Substantial food and medical aid has finally begun reaching desperate survivors of Typhoon Haiyan but humanitarian groups are warning of huge challenges in accessing devastated, remote island communities.
Millions in the worst-hit central Philippines islands of Leyte and Samar have been left hurt, homeless and hungry, with no power or water.
Doctors say they will have mobile surgical units in the devastated city of Tacloban by the end of the weekend, AFP reports.
The United States military has been delivering food, water and shelter items and has airlifted almost 2900 people to safety.
However, relief officials have described conditions in the main evacuation centre in Tacloban as appalling, with a lack of proper sanitation.
The United Nations says 2.5 million people still "urgently" require food assistance. It estimates more than 13 million people have been affected by the typhoon, including five million children.
The first of the dead from the typhoon have meanwhile been taken to a mass grave for burial.
Bodies lying on the foreshore at the heart of Tacloban city were photographed and labelled according to their gender, before being placed on a truck and moved to a gravesite at a cemetery.
The ABC reports many of the dead still lie under mountains of debris on the islands of Leyte and Samar.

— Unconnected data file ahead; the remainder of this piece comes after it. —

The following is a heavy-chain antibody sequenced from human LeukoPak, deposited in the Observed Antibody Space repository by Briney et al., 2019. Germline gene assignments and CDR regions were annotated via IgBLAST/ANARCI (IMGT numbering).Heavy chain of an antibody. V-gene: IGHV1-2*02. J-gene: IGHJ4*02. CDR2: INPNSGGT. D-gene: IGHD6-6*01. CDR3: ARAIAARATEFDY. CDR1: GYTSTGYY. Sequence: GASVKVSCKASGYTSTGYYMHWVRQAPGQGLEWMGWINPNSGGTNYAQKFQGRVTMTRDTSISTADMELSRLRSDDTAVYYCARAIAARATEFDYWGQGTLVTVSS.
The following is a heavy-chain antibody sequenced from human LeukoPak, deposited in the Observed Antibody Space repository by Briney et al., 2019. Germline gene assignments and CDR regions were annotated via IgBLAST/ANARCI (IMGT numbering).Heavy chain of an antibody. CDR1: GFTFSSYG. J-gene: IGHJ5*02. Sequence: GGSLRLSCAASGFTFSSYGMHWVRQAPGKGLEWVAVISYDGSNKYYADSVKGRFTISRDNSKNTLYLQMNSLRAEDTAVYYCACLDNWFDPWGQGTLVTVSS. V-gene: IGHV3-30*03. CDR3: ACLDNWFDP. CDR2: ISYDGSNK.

There is still conjecture over the death toll, with United Nations estimates far higher than those of the Philippines government in Manila, which puts the number of dead at 3600. Estimates in the devastated areas are much higher.
A BBC correspondent says the enormity of the disaster is still unfolding.
President Benigno Aquino, who was caught off guard by the scale of the disaster, has been criticised for the slow pace of aid distribution and unclear estimates of casualties.
Jens Laerke of the Office for the Coordination of Humanitarian Affairs says the response from the international community has been very generous, but not overwhelming compared to the magnitude of the disaster.
The United Nations Children's Fund says it is very, very worried about millions of children.
Regional police chief Elmer Soria, who said last Sunday that 10,000 people might have been killed, has been removed from his position.